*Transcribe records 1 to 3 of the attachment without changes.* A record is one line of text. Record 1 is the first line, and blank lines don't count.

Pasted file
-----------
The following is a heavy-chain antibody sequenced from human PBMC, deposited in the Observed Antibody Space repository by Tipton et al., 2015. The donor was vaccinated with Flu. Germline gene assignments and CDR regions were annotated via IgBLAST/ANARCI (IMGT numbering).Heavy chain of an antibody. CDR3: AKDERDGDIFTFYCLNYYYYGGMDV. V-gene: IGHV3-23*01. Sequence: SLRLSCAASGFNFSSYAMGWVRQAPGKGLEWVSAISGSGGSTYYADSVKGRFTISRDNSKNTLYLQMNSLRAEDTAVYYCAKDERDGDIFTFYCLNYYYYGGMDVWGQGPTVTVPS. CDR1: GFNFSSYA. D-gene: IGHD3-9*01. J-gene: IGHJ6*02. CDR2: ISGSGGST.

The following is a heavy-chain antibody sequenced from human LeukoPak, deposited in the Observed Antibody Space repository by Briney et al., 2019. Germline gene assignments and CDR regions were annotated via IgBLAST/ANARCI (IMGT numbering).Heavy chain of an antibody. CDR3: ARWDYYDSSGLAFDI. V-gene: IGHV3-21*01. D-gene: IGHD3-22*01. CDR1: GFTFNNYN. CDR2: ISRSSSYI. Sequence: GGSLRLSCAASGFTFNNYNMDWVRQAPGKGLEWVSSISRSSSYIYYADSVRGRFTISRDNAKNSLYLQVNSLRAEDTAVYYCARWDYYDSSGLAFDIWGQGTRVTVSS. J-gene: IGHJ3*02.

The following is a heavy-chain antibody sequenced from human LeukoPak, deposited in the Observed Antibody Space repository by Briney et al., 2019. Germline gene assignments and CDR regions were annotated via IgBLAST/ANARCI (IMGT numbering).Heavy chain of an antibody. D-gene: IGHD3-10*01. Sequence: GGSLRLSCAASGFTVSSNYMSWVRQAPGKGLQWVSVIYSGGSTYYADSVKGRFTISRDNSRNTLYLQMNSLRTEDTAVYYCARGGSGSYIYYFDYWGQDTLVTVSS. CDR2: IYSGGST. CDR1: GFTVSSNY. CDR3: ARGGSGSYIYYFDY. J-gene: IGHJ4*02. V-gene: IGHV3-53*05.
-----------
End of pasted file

The following is a heavy-chain antibody sequenced from human PBMC, deposited in the Observed Antibody Space repository by Tipton et al., 2015. The donor was vaccinated with Flu. Germline gene assignments and CDR regions were annotated via IgBLAST/ANARCI (IMGT numbering).Heavy chain of an antibody. CDR3: AKDERDGDIFTFYCLNYYYYGGMDV. V-gene: IGHV3-23*01. Sequence: SLRLSCAASGFNFSSYAMGWVRQAPGKGLEWVSAISGSGGSTYYADSVKGRFTISRDNSKNTLYLQMNSLRAEDTAVYYCAKDERDGDIFTFYCLNYYYYGGMDVWGQGPTVTVPS. CDR1: GFNFSSYA. D-gene: IGHD3-9*01. J-gene: IGHJ6*02. CDR2: ISGSGGST.

The following is a heavy-chain antibody sequenced from human LeukoPak, deposited in the Observed Antibody Space repository by Briney et al., 2019. Germline gene assignments and CDR regions were annotated via IgBLAST/ANARCI (IMGT numbering).Heavy chain of an antibody. CDR3: ARWDYYDSSGLAFDI. V-gene: IGHV3-21*01. D-gene: IGHD3-22*01. CDR1: GFTFNNYN. CDR2: ISRSSSYI. Sequence: GGSLRLSCAASGFTFNNYNMDWVRQAPGKGLEWVSSISRSSSYIYYADSVRGRFTISRDNAKNSLYLQVNSLRAEDTAVYYCARWDYYDSSGLAFDIWGQGTRVTVSS. J-gene: IGHJ3*02.

The following is a heavy-chain antibody sequenced from human LeukoPak, deposited in the Observed Antibody Space repository by Briney et al., 2019. Germline gene assignments and CDR regions were annotated via IgBLAST/ANARCI (IMGT numbering).Heavy chain of an antibody. D-gene: IGHD3-10*01. Sequence: GGSLRLSCAASGFTVSSNYMSWVRQAPGKGLQWVSVIYSGGSTYYADSVKGRFTISRDNSRNTLYLQMNSLRTEDTAVYYCARGGSGSYIYYFDYWGQDTLVTVSS. CDR2: IYSGGST. CDR1: GFTVSSNY. CDR3: ARGGSGSYIYYFDY. J-gene: IGHJ4*02. V-gene: IGHV3-53*05.